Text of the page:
The Face of War by Martha Gellhorn

History has gotten a bad rep. Mostly due to the education system at large, but a bad rep none the less. People don’t want to hear about the world that once was, the horrors people once did, the impacts that were left behind, the glory and lessons, people don’t want to hear about the past. It is the now that has taken over people’s obsessions and minds. Not to say there isn’t a lot going on that needs attention, but to say that history doesn’t matter is equally as false.

History is the now. We are living history. Not just for future generations, we are the example of history, of war. We are the faces of war, bringing me to my segue into the book by Martha Gellhorn. Published in 1959, The Face of War is a compilation of articles Gellhorn wrote as a war correspondent for various periodicals. From the Spanish Civil War, unrest in South America, political uprisings throughout the Caribbean, soldiers on beaches and in the sky, Gellhorn captures the ugly truth we don’t want to think about.


As citizens of private nations, of countries bordered up and politically secure, we feel calm. We’re reassured that our belongings are ours because we follow protocols that ensure they’re protected as our own. We’re reassured that no one will remove these possessions or protocols by things such as armies and navies.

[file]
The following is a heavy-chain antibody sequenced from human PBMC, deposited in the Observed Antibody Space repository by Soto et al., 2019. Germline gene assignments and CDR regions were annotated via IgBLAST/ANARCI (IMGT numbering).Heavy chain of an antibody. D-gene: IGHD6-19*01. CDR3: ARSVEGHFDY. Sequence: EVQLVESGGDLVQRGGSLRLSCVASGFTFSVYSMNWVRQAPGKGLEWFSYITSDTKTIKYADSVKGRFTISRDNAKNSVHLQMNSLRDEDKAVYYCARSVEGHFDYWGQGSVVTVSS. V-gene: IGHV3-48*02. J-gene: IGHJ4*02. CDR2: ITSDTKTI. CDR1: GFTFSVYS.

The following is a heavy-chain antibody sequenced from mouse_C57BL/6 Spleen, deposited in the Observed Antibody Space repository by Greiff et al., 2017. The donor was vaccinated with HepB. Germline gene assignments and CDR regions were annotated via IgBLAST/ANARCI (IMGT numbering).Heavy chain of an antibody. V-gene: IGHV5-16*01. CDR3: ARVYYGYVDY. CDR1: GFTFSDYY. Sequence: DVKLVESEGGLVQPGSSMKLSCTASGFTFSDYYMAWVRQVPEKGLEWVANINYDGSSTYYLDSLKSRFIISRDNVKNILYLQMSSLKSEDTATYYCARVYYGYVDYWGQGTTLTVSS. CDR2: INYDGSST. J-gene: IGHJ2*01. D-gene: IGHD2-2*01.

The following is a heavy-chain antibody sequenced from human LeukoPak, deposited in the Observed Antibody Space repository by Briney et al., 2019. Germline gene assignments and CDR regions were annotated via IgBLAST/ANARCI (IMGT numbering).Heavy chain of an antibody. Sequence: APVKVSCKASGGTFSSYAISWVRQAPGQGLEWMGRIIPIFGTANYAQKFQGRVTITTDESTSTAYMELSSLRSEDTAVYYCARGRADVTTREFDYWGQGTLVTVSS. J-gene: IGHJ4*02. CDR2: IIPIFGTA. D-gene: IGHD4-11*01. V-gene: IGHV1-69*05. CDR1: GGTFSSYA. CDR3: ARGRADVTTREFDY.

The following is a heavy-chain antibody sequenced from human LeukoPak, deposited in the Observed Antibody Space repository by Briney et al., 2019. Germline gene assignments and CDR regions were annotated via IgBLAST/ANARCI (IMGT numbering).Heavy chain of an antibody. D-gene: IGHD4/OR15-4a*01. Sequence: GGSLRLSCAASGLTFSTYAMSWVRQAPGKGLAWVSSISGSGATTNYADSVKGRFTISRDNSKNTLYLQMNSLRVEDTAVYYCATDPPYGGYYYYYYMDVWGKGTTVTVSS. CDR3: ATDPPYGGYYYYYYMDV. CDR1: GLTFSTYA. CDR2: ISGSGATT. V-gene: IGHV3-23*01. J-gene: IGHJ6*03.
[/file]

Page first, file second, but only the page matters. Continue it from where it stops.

And we ignore the fact that with that false protection that comforts us at night, a mother lost a child due to an attack on terror. Gellhorn captures that pain and terror, the tears and empathy, in straightforward color. The visuals are decadent and visceral. And they are truths, not only of the past, but of war as it is now. By reading the The Face of War, we relook at our world, the one we’ve accepted without really acknowledging or criticizing. It is a must read for anyone trying to be a global citizen, or just one fully aware of the world around them, the large world that it is, not just the bubble we singularly and selfishly care about.


Read The Face of War and then try to look at the world again.

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